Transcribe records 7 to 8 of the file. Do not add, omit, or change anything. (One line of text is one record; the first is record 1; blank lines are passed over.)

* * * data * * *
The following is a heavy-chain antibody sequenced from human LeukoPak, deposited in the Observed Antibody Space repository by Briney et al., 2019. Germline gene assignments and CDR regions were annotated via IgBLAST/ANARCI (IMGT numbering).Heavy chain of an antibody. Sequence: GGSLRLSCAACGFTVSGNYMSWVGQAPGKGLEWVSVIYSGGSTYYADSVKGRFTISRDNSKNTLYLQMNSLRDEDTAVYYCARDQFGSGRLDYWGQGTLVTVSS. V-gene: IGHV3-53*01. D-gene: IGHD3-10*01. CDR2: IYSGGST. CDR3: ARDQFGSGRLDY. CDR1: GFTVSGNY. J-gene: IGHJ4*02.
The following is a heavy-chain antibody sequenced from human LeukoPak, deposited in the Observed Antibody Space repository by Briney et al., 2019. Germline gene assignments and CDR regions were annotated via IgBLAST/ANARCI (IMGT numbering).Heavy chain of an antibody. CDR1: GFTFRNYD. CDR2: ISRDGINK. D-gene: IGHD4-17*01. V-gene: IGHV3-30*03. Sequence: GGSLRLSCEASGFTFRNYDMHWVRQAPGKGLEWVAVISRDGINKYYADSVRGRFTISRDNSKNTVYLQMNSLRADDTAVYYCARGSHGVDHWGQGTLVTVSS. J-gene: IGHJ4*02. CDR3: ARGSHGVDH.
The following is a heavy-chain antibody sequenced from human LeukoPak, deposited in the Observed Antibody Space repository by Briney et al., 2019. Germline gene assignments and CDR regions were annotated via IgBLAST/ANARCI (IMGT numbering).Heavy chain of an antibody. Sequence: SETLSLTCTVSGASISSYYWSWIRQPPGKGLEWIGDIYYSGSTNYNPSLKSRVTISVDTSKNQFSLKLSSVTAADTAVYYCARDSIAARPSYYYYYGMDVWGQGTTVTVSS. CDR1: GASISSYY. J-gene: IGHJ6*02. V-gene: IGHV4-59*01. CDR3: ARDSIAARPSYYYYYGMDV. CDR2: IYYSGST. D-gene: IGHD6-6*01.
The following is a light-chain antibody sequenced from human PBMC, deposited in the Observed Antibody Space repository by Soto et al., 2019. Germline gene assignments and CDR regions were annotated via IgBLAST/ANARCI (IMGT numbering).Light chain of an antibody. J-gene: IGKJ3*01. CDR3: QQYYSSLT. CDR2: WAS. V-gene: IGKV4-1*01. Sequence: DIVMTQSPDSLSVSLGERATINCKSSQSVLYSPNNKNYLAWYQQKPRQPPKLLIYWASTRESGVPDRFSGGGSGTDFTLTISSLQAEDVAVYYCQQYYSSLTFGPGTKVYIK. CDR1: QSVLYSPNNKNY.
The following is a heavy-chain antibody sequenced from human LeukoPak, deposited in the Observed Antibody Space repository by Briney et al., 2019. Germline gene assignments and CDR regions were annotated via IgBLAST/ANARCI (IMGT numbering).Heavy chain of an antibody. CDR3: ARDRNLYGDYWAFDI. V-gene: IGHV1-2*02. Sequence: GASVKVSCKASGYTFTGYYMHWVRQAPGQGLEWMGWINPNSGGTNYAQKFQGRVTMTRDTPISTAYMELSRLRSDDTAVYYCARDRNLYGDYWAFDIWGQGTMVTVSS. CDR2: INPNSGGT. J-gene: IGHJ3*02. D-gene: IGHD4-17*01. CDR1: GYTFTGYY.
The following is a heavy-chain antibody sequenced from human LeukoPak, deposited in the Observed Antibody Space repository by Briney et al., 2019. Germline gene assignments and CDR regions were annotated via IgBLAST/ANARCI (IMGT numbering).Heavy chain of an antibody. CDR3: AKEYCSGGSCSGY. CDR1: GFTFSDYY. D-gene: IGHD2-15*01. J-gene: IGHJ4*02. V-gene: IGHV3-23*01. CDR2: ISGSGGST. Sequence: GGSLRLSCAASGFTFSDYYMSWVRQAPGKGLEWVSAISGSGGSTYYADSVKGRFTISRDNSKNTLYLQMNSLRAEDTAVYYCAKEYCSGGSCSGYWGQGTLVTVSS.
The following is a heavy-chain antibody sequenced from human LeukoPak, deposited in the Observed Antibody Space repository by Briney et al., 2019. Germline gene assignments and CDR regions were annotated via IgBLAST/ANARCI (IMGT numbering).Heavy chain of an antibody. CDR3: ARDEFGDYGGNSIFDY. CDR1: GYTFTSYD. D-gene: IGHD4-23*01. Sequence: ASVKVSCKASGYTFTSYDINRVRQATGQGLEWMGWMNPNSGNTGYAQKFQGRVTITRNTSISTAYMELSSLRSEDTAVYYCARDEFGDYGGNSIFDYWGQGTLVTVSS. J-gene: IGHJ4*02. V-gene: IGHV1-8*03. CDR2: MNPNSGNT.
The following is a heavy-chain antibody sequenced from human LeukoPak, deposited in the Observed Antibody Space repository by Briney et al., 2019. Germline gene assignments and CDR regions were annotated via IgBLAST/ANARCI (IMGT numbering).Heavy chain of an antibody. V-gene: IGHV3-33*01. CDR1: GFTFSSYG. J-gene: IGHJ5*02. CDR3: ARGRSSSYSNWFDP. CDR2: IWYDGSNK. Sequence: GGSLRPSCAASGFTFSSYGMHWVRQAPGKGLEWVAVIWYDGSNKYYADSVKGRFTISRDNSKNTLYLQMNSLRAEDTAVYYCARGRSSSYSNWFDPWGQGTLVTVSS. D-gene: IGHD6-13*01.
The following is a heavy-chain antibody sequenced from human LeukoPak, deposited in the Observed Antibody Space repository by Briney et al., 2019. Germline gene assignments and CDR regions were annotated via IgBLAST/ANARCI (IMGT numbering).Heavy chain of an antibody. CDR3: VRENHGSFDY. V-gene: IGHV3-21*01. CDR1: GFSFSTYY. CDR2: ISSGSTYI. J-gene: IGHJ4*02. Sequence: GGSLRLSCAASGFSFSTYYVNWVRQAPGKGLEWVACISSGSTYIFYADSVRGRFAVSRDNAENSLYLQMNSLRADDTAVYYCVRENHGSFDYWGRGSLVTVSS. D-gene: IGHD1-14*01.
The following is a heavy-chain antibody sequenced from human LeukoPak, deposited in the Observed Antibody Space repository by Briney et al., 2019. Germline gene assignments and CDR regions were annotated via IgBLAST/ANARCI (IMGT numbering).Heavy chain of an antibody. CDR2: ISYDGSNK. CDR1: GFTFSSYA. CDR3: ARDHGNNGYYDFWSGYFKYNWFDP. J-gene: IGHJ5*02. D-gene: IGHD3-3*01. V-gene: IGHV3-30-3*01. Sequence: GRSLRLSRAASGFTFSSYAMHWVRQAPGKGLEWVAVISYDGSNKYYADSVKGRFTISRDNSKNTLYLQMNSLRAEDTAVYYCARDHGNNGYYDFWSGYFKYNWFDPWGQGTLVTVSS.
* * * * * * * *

The following is a heavy-chain antibody sequenced from human LeukoPak, deposited in the Observed Antibody Space repository by Briney et al., 2019. Germline gene assignments and CDR regions were annotated via IgBLAST/ANARCI (IMGT numbering).Heavy chain of an antibody. CDR3: ARDEFGDYGGNSIFDY. CDR1: GYTFTSYD. D-gene: IGHD4-23*01. Sequence: ASVKVSCKASGYTFTSYDINRVRQATGQGLEWMGWMNPNSGNTGYAQKFQGRVTITRNTSISTAYMELSSLRSEDTAVYYCARDEFGDYGGNSIFDYWGQGTLVTVSS. J-gene: IGHJ4*02. V-gene: IGHV1-8*03. CDR2: MNPNSGNT.
The following is a heavy-chain antibody sequenced from human LeukoPak, deposited in the Observed Antibody Space repository by Briney et al., 2019. Germline gene assignments and CDR regions were annotated via IgBLAST/ANARCI (IMGT numbering).Heavy chain of an antibody. V-gene: IGHV3-33*01. CDR1: GFTFSSYG. J-gene: IGHJ5*02. CDR3: ARGRSSSYSNWFDP. CDR2: IWYDGSNK. Sequence: GGSLRPSCAASGFTFSSYGMHWVRQAPGKGLEWVAVIWYDGSNKYYADSVKGRFTISRDNSKNTLYLQMNSLRAEDTAVYYCARGRSSSYSNWFDPWGQGTLVTVSS. D-gene: IGHD6-13*01.